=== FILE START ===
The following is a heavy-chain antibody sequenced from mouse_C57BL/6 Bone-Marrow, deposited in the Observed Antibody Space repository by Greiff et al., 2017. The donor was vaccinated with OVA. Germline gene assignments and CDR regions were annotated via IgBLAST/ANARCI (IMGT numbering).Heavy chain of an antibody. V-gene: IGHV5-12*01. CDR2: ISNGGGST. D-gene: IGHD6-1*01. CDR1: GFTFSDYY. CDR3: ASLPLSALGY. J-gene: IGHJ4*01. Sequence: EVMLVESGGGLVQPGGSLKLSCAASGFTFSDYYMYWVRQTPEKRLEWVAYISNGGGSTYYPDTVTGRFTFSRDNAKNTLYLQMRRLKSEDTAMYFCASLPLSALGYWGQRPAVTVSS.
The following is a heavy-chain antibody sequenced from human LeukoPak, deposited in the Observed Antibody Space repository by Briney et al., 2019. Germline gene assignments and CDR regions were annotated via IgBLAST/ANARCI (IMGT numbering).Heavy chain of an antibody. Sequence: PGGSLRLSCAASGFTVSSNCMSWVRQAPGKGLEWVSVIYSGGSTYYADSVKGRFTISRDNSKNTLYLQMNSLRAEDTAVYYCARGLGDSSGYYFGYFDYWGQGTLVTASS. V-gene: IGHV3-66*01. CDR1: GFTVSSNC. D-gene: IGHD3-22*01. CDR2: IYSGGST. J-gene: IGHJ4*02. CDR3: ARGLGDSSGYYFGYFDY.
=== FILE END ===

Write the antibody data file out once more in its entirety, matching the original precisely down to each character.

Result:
The following is a heavy-chain antibody sequenced from mouse_C57BL/6 Bone-Marrow, deposited in the Observed Antibody Space repository by Greiff et al., 2017. The donor was vaccinated with OVA. Germline gene assignments and CDR regions were annotated via IgBLAST/ANARCI (IMGT numbering).Heavy chain of an antibody. V-gene: IGHV5-12*01. CDR2: ISNGGGST. D-gene: IGHD6-1*01. CDR1: GFTFSDYY. CDR3: ASLPLSALGY. J-gene: IGHJ4*01. Sequence: EVMLVESGGGLVQPGGSLKLSCAASGFTFSDYYMYWVRQTPEKRLEWVAYISNGGGSTYYPDTVTGRFTFSRDNAKNTLYLQMRRLKSEDTAMYFCASLPLSALGYWGQRPAVTVSS.
The following is a heavy-chain antibody sequenced from human LeukoPak, deposited in the Observed Antibody Space repository by Briney et al., 2019. Germline gene assignments and CDR regions were annotated via IgBLAST/ANARCI (IMGT numbering).Heavy chain of an antibody. Sequence: PGGSLRLSCAASGFTVSSNCMSWVRQAPGKGLEWVSVIYSGGSTYYADSVKGRFTISRDNSKNTLYLQMNSLRAEDTAVYYCARGLGDSSGYYFGYFDYWGQGTLVTASS. V-gene: IGHV3-66*01. CDR1: GFTVSSNC. D-gene: IGHD3-22*01. CDR2: IYSGGST. J-gene: IGHJ4*02. CDR3: ARGLGDSSGYYFGYFDY.